How One Man Invented A Color That Changed the World

Book - 2001
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In 1856 eighteen-year-old English chemist William Perkin accidentally discovered a way to mass-produce color. In a "witty, erudite, and entertaining" (Esquire) style, Simon Garfield explains how the experimental mishap that produced an odd shade of purple revolutionized fashion, as well as industrial applications of chemistry research. Occasionally honored in certain colleges and chemistry clubs, Perkin until now has been a forgotten man.

"By bringing Perkin into the open and documenting his life and work, Garfield has done a service to history."--Chicago Tribune "[A]n inviting cocktail of Perkin biography, account of the dye industry and where it led, and social and cultural history up to the present."--American Scientist "Garfield leaps gracefully back and forth in time, as comfortable in the Victorian past as he is in the brave new world of petrochemicals and biochemistry."--Kirkus Reviews starred review. "[T]he delight of this book is seeing parallels to present-day trends."--"New York Times Book Review
Publisher: New York : Norton, 2001
Edition: First American edition
ISBN: 9780393020052
Branch Call Number: 920 Perkin
Characteristics: 222 pages, 8 pages of plates : illustrations (some color) ; 22 cm


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Sep 06, 2017

The book could have spent a lot less time on the dinner celebrations and more on the chemistry and maybe the environmental contamination. The insight that an apparent frill like the color of a lady's dress (when a lot of people weren't ladies and couldn't afford miles of material in their skirt) would open the way for investment in a whole chemical industry.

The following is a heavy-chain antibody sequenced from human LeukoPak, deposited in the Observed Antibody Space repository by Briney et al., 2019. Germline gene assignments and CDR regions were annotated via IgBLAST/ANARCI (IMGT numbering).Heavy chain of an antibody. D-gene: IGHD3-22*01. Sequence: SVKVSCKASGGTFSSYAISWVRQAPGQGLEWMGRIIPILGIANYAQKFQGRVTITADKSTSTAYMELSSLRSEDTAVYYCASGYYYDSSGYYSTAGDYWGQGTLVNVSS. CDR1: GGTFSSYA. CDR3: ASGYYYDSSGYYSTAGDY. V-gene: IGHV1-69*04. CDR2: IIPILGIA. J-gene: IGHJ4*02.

Sep 20, 2013

This was a fascinating book, lots of interesting historical information. Mauve was actually a byproduct of coal tar but it was a hit in the fashion industry.

hgeng63 Feb 08, 2012

Not as good as his Just My Type.

Jan 06, 2010

The premise of this story seems like it ought to be interesting. However, the way this is written is rather dry. I can't help but think that Malcolm Gladwell would have done a much better job telling this story.


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Jul 09, 2018

Detailing the life of William Perkins who in 1856 discovered the color Mauve from coal tar and decided to manufacture it starting a whole new industry of chemistry. A couple of things, he made his discovery early in life, made his fortune and then dropped out after selling his company. He then spent his life in relative obscurity, though funding research and other things with his money. It is interesting to note that the problems that he had are exactly the problems that we have in todays industry. This was a very fun read but material from Perkins himself are lacking because it appears that he did now write very much but got a lot of acclaim during his lifetime. It is sad that we do not hear more a bout him.

Aug 28, 2010

The impact and history of aniline dyes on war, general research, and medicine. Commercial production of anilines started over 100 years ago in Europe, with the synthesis of a mauve pigment from aniline by William Perkin.

The dye was the residue produced by a misconceived attempt at the chemical synthesis of quinine. Instead of discarding the substance he explored the nature of what he had.
Serendipity is only going to occur to those with an open mind. The final section deals with modern medical and research applications such as how staining advanced microscopy.

Microhistory of the aniline dye industial start and how it changed our society.
It changed me to read the book because I never knew the history of the dye I used at work. Trypan blue only stains the dead cells leaving viable cells clear so a percent mortality can be estimated.


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